Our speaker at December’s First Friday was Tobias Stapleton, Assistant Vice Chancellor and Director of the UMass Dartmouth Center for Innovation and Entrepreneurship – a business incubator for technology-driven companies.
Along with Naval Undersea Warfare Center, and Woods Hole Oceanographic Institution, UMass Dartmouth is part of a golden triangle of marine technology and expertise in southern New England. Tobias shared with us how UMass Dartmouth is supporting its part of the triangle with marine technology start-ups.
Following a catastrophic fire in 1987 at the Kerr Mill complex on Martine Street in Dartmouth, city leaders began looking for ways to redevelop the site, and eventually went into an agreement with UMass Dartmouth to build a research and development center. In 2015 it became the Center for Innovation and Entrepreneurship (CIE), which is now home to an anchor tenant, over 20 tech venture companies, laboratories for faculty and industry collaboration, and a conference center.
CIE began with state allocation and funding from UMass Dartmouth, but now is completely self-funded with income generated through tenants, patent development, and programming at the conference center – including the Maritime Innovations Conference. They provide the physical space for companies to start up, with laboratories for them to build their product (machine shop and prototype development), and expertise (lab managers, scientists, etc.).
How did they become self-funded? “Through lots of little things,” Tobias said. “Like reaching out to specific organizations and introducing them to what is available.” They had to think creatively about the way they brought revenue in – including patent activity, and productizing the things they’re doing. “It’s more hand-to-hand combat than anything else,” he said. CIE has hosted three startup weekends, six student-run startups, and the Southern New England Entrepreneurs Forum. They have three patents currently in process.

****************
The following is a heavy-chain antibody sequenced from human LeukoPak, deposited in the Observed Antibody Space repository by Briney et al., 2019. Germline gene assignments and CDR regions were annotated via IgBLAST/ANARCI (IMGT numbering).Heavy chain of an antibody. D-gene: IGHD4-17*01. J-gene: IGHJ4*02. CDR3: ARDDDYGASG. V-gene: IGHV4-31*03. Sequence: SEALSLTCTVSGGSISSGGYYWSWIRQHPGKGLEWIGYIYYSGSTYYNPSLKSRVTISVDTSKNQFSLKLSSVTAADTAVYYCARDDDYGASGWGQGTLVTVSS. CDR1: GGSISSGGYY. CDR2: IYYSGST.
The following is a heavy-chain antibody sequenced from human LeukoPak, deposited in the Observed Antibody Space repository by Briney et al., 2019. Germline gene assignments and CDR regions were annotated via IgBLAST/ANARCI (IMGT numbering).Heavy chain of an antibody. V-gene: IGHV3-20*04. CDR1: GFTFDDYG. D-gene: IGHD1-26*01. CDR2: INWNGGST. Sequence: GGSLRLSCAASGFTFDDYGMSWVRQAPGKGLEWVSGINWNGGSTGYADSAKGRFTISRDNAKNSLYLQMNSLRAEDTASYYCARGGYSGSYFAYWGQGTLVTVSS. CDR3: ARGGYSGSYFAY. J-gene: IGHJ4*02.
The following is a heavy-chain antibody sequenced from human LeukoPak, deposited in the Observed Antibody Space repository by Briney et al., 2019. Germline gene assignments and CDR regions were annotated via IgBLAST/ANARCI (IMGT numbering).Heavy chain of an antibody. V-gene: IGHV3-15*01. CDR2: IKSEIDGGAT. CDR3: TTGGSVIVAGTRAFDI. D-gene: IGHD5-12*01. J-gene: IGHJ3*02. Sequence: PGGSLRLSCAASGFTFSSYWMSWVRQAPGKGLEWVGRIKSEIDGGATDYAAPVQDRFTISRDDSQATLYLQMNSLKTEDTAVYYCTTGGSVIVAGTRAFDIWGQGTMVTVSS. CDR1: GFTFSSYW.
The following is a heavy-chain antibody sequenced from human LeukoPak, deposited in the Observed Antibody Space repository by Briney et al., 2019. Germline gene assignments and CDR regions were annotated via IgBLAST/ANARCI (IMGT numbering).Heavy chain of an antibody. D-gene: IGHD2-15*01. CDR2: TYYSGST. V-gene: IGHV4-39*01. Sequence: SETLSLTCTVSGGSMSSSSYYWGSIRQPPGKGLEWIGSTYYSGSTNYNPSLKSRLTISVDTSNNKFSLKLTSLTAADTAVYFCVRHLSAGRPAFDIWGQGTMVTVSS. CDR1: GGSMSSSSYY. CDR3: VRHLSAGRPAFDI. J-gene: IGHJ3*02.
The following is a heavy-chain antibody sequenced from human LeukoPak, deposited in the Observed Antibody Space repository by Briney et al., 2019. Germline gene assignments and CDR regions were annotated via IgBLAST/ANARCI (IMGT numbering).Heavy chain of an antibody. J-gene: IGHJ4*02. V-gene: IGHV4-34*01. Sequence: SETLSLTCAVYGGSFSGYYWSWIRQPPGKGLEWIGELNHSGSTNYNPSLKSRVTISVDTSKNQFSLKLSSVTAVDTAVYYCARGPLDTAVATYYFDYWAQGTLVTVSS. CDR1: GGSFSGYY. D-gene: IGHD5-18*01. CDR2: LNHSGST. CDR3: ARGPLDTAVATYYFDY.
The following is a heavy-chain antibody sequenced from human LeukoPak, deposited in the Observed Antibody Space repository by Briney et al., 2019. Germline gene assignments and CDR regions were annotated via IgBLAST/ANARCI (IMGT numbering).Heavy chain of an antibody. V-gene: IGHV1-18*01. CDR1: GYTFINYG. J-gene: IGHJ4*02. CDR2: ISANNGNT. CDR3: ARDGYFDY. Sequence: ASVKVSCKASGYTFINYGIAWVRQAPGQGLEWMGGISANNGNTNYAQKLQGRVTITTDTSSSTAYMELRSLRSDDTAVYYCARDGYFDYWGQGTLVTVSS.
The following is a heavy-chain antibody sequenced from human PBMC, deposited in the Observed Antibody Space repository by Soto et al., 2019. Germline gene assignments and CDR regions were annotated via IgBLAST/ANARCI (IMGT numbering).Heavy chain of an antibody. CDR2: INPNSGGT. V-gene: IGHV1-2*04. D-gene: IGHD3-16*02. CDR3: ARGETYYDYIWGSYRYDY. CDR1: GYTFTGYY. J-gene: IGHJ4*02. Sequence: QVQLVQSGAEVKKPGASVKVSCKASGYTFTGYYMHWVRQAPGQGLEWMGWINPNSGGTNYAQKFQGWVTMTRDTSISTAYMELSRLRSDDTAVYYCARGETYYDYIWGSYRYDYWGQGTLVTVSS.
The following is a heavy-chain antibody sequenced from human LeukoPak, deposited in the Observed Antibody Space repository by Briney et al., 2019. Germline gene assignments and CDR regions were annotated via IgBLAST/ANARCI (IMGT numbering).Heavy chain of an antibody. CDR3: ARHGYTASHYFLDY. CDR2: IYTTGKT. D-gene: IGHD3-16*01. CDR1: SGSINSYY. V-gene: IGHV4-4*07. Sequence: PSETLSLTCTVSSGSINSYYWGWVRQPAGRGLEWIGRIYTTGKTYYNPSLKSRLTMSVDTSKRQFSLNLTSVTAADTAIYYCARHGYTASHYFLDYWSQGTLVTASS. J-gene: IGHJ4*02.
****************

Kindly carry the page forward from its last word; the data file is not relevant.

CIE is starting to get recognition as the place where marine companies can get started, and have seen most marine technology activity in their prototyping and machine shop. Tobias said they’ve had six marine tech companies graduate from the program, five of which have stayed in Massachusetts. Combined, these companies generate 15 million in sales revenue and employ over 160 people. Six more marine tech companies are currently incubating.
Upgrades are on the horizon at CIE. They are building a new environmental chemistry lab; upgrading current capabilities in the prototype lab with a 3D scanner and multi-material 3D printers; and updating A/V systems in the conference center (which date back to the building of the center).
In answer to a question about employment, Tobias explained that all companies in the incubator hire students. Half of Ocean Server’s employees started as interns, for example. He is looking to bring students at all levels – vocational, community college – into the center.
Another aspect to solving the job dilemma is preventing the “brain drain.” Students go to college somewhere else, move away to work, and then telecommute when they come back to help with parents and raise kids. Students don’t know there’s opportunity here, so they set their sights on Silicon Valley or major cities. “We need to get the story out as much as we can,” he said about job opportunities in Massachusetts. The one comment he hears the most is “how come I never heard about this?”
“We have companies you wouldn’t think of,” he said, “all taking root in Fall River.”